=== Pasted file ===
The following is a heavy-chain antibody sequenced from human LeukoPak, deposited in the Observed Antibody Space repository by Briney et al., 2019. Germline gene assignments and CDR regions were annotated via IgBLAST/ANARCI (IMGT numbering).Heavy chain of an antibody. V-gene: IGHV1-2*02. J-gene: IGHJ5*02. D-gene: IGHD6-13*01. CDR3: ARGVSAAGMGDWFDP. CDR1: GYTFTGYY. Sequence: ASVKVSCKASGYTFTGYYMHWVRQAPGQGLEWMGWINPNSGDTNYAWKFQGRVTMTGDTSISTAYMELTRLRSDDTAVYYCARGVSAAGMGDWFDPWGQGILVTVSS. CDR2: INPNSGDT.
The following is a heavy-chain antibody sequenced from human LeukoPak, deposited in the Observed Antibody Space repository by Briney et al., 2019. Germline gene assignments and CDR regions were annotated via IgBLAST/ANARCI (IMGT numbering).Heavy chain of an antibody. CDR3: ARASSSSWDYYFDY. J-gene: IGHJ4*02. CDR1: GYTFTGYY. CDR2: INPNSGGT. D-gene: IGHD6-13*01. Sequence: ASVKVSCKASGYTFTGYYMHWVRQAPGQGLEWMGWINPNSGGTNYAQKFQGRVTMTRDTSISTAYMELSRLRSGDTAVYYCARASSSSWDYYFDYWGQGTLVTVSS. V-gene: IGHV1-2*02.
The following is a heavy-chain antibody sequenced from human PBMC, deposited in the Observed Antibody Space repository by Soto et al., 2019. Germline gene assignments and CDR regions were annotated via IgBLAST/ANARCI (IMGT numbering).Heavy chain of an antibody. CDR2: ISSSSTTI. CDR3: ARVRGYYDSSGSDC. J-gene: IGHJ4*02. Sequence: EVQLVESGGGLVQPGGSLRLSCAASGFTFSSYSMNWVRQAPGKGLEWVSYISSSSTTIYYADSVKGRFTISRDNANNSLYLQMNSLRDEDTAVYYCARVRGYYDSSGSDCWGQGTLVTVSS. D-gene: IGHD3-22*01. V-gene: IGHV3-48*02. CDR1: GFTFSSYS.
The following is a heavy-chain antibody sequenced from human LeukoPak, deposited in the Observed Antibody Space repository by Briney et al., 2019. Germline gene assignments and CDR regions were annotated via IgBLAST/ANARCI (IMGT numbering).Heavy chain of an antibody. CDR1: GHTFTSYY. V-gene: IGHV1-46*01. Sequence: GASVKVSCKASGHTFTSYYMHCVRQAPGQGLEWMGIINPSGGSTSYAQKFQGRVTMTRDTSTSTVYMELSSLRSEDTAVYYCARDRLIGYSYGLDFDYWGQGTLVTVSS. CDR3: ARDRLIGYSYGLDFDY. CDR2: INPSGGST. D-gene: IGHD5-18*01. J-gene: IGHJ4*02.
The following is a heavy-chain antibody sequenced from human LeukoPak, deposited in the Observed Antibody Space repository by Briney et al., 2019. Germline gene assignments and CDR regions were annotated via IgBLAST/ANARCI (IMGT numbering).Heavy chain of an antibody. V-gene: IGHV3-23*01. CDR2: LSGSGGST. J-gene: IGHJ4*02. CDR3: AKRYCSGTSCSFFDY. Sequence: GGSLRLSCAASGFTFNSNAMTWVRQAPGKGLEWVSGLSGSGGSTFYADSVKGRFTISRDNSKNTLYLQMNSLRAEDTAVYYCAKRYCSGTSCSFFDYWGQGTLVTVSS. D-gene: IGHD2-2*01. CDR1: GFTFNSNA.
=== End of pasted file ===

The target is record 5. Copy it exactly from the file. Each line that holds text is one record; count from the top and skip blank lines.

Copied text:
The following is a heavy-chain antibody sequenced from human LeukoPak, deposited in the Observed Antibody Space repository by Briney et al., 2019. Germline gene assignments and CDR regions were annotated via IgBLAST/ANARCI (IMGT numbering).Heavy chain of an antibody. V-gene: IGHV3-23*01. CDR2: LSGSGGST. J-gene: IGHJ4*02. CDR3: AKRYCSGTSCSFFDY. Sequence: GGSLRLSCAASGFTFNSNAMTWVRQAPGKGLEWVSGLSGSGGSTFYADSVKGRFTISRDNSKNTLYLQMNSLRAEDTAVYYCAKRYCSGTSCSFFDYWGQGTLVTVSS. D-gene: IGHD2-2*01. CDR1: GFTFNSNA.